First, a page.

How you can clinch your dream job in 2015

James Reed surveyed hundreds of employers for his new book.
James Reed surveyed hundreds of employers for his new book.
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Recruitment supremo james reed tells Grant Woodward how to get ahead.

IT’S nearly a new year – and for many that means the start of the hunt for a new job. And who better to guide you through the process than James Reed? After all, as chairman of the Reed employment agency, it’s his business to find the right people for millions of jobs.

But while it might be relatively easy to find your dream job, convincing your would-be employers that you’re the best man for it can often be far more of a challenge.

The biggest hurdle for many is the interview and knowing what questions to expect and, more importantly, the answers that will secure you the position.

It’s why James spoke to some of the top interviewers in Reed’s recruitment network to get the lowdown on how to answer the most common questions and adopt a winning mindset that will help you to succeed on the day.

And he’s put them all together in his new book, Why You? 101 Interview Questions You’ll Never Fear Again.

“The message of this book is that people want to have a genuine conversation, so the best thing you can do is to be yourself,” says James. “But that takes thought and practice.

“The simplest mistake people make is that they spend more time thinking about what they’re going to buy than their interview. They just don’t prepare properly for it.

“But it’s so easy now with the web, you can research the company and even the people you’re going to be interviewed by through sites such as Linkedin.

“The way we approached the book was to ask our clients ‘What’s your favourite interview question?’ We got hundreds back and they’re the questions that are being asked by real interviewers right now.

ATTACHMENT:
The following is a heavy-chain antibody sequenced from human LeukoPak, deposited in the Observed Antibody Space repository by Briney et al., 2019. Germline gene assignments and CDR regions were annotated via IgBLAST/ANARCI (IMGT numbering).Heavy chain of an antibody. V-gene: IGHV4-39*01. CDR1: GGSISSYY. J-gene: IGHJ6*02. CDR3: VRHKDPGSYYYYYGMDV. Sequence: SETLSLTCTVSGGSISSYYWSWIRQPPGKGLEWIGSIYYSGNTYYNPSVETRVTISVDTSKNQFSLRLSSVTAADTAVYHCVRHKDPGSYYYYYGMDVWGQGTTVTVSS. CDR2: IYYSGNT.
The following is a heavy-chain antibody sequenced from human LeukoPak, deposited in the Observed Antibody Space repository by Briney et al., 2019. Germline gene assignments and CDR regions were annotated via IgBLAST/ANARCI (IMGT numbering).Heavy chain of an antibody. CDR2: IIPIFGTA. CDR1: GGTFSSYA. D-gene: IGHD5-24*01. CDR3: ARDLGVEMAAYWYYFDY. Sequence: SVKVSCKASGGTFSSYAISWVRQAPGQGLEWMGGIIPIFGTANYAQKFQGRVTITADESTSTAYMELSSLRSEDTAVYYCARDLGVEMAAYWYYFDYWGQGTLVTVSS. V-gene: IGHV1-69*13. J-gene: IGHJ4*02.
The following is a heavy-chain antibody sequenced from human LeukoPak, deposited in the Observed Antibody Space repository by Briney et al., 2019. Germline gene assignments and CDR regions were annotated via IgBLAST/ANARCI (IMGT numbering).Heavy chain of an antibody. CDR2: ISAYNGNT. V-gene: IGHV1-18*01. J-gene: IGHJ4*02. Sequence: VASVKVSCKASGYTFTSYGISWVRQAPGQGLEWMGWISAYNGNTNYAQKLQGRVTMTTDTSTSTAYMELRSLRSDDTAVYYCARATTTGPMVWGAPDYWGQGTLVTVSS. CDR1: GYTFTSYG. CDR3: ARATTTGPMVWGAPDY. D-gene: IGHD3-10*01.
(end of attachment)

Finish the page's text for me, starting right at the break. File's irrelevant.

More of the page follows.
“One of the most common ones is ‘Tell me about yourself’. People can go off in all sorts of different directions on that one. They can talk about their home life and all sorts of things that aren’t at the front of the interviewer’s mind.

“Essentially, this question is the one that tells the interviewer the most about how confident you are and how well you have prepared for the interview.”

They say that to be forewarned is to be forearmed, so the book also includes many less obvious questions that might be fired at you.

“One of the meaner questions in the book is ‘Where does your boss think you are now?’” says James. “Another tricky one is ‘Have you ever been fired?’”
Helpfully, the book doesn’t just list these questions but reveals what interviewers are really asking and suggest how you might answer them.

For instance, an interviewer who asks how many traffic lights there are in London is trying to find out how you think through tough problems.

A good answer would be to say that you could estimate how many traffic lights there are in a square mile and then multiply that by the total size of the capital.
Similarly, a question such as ‘What did you like and dislike about your last job?’ is really asking ‘What do you want from us that the last lot couldn’t give you? Can we give it to you?’

As well as breaking down often daunting questions and suggesting how you should answer them, the book also provides an insight into the types of interview you may encounter and how you should respond to them in order to portray yourself in the best light.

There are also tips on getting the basics right – such as your appearance and approaching the interview with confidence.

The good news is that all the signs point to plenty of jobs being up for grabs in the early part of next year.

“We’re expecting well over a million applications on our website in the first week of January,” says James.

And if you’re on the hunt for a new job, his book may just give you an edge.

Why You? 101 Interview Questions You’ll Never Fear Again by James Reed is published on January 1.


The classic ‘tell me about yourself’ question is a tricky one that needs to be rehearsed, says James.

“The human brain can only do one task at a time, but this question tries to make it do two: working out what to say and what not to say.

“Rehearse your own structure and impose it without asking, as if your individual approach to answering open questions is the most natural thing in the world. Make the content 90 per cent professional and 10 per cent personal. It’s a business meeting, not a date.”